It's inevitable in the NFL that, each year, every team will have to make some moves to trim its roster so new players—both rookies via the NFL draft and veterans via trade or free agency—can be added.
By mid- to late-April, most NFL franchises have made the most obvious cuts to their rosters. But with the draft rapidly approaching and minicamp, OTAs and training camp on the horizon, there still may be a move or two that’s necessary for a franchise to function.
Here is one major roster cut that every NFL team could make before the 2013 season kicks off.
Note: All salary and cap info comes from Spotrac unless otherwise noted.
There’s nothing really wrong with tight end Jeff King, except for the fact that he’s basically a blocking tight end who’s set to make $1.8 million in 2013.
Pro Football Focus lists King as one of the top-10 most overrated Cardinals in regard to their proprietary stat performance-based value.
King caught 17 passes last season, but Arizona general manager Steve Keim told AZCardinals.com that Rob Housler is an “emerging star” for the Cardinals.
It’s not fiscally sound to pay a blocking tight end close to $2 million.
As long as the Atlanta Falcons are playing in a 4-3 defensive scheme (and they are headed into the 2013 season doing just that), the team is set at one defensive tackle spot with Jonathan Babineaux, the team's "get into the backfield and wreak havoc" tackle who's a pass-rushing savant.
What the Falcons need out of their other defensive tackle is for him to be a run-stopping wall of bricks.
Corey Peters is not that guy.
Peters was Atlanta's worst run-defending defensive lineman last season, according to Pro Football Focus. The Falcons took a huge nose dive in run defense last year, allowing 4.8 yards per carry and giving up 123.2 yards per game.
In the final year of his contract this season, Peters is slated to make $1.5 million. With Peria Jerry a better run-stopping option and a group of eager youngsters on the defensive line, Peters can easily go to free up some money for the group of rookies Atlanta is about to draft.
The Baltimore Ravens might look to running back Vonta Leach as a cap casualty if the team needs to free up any more money.
No one will argue that Leach as a fullback more than adequately does his job opening holes for Ray Rice. But Leach as an employee of the Ravens is set to make $4.33 million in 2013, and that might not make it past the salary cap division of the accounting department.
Football is a business. Even though Leach is good at his job and is a star in the locker room too, he may be considered overpaid if the team starts looking around for more financial room to make some moves.
Who is Brad Smith?
Anyone can see the man and point out who he is physically, but who is Smith the football player? Is he a quarterback? Is he a wide receiver? What about a special-teams ace?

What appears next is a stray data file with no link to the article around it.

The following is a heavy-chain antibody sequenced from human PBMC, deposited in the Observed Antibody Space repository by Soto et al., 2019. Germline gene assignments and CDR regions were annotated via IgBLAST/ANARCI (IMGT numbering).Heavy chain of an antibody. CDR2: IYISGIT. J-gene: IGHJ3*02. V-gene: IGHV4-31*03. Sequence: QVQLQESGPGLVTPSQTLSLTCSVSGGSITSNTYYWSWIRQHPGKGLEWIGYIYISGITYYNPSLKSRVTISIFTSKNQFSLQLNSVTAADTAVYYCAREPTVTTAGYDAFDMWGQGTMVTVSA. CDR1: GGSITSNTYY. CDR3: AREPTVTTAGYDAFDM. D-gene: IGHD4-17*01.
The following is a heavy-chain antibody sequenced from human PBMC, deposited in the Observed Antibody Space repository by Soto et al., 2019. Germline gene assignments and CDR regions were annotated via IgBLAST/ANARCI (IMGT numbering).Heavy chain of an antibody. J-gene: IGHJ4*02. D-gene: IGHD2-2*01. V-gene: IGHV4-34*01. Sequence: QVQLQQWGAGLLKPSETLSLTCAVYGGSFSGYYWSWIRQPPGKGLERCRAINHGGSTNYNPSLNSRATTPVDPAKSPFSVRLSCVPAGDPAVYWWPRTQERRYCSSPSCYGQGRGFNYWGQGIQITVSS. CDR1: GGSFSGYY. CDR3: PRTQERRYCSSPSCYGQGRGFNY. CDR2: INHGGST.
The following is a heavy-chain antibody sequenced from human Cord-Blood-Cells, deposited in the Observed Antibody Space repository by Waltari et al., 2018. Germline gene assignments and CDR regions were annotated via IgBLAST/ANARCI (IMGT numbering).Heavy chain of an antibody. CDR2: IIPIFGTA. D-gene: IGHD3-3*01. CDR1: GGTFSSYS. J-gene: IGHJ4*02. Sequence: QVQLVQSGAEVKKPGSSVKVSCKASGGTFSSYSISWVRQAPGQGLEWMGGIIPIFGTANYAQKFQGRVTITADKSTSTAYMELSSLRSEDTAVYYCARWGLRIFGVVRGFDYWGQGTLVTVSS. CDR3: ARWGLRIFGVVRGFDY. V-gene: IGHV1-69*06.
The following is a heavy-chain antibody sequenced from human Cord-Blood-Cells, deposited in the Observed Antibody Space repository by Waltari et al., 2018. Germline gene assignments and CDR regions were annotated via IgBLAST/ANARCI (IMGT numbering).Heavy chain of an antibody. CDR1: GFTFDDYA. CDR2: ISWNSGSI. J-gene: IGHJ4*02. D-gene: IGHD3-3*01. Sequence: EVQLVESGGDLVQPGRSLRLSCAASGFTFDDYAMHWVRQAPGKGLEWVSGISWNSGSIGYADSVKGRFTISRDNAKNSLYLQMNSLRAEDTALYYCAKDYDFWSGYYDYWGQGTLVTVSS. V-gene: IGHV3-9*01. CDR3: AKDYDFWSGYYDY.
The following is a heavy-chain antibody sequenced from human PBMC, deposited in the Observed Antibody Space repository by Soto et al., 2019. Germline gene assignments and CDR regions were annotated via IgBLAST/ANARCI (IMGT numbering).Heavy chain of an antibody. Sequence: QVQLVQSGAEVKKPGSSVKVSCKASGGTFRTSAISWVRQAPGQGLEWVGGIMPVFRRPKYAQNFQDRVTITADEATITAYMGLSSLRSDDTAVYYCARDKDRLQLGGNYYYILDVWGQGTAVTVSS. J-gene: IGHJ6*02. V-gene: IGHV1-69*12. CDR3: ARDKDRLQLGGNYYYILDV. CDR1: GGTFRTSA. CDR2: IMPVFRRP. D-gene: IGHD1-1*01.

The answers to those questions range from “yes” to “ehhhh” to “maybe.” But mostly, when it comes to Smith’s role with the Buffalo Bills, the answer is “I don’t know what Smith does or should do.”
What is known is that Smith will cost the Bills $3.75 million in 2013 and $4 million in 2014. For that kind of money, shouldn’t he have a defined role?
New Carolina Panthers general manager Dave Gettleman is about to be in a world of hurt—fiscally speaking, that is.
Former GM Marty Hurney built an underperforming, yet massively overpaid running back corps and signed several contracts that are about to explode in the face of the Panthers franchise.
Running back DeAngelo Williams is one of the myriad players who's scheduled to make more money than his on-field performance warrants. Williams has a cap hit of $8.2 million in 2013, and over the next three seasons he'll cost Carolina $27.6 million.
It’s highly unlikely that Gettleman will find any willing trade partner to take on that salary nightmare. And since Jonathan Stewart and Mike Tolbert are already on the roster, Williams is never going to carry the football enough to be worth that kind of money.
The Panthers will have to start cutting salary over the next season or two. Why not start now with Williams to ease into the hurt that’s on the way? Sure, the team is going to have to carry some dead money and won’t see a total relief from releasing Williams. But there’s not really any other choice.
I’ve expanded my inbox limits in preparation for the slew of hate mail I’m going to get with the following declaration: The Chicago Bears need to cut ties with defensive end Julius Peppers.
Is Peppers one of the most talented pass-rushers in the NFL? Without a doubt, yes. Is he also overpaid? Once again, without a doubt, yes.
Peppers is set to make $16.183 million in 2013 and over the next three seasons will cost the Bears $53.049 million.
It’s somewhat easy math to look at Peppers’ just-over-10-sacks-per-year average over the last three seasons to figure that he’s getting more than $1 million per sack. That’s decent money.
It’s ridiculous money, actually.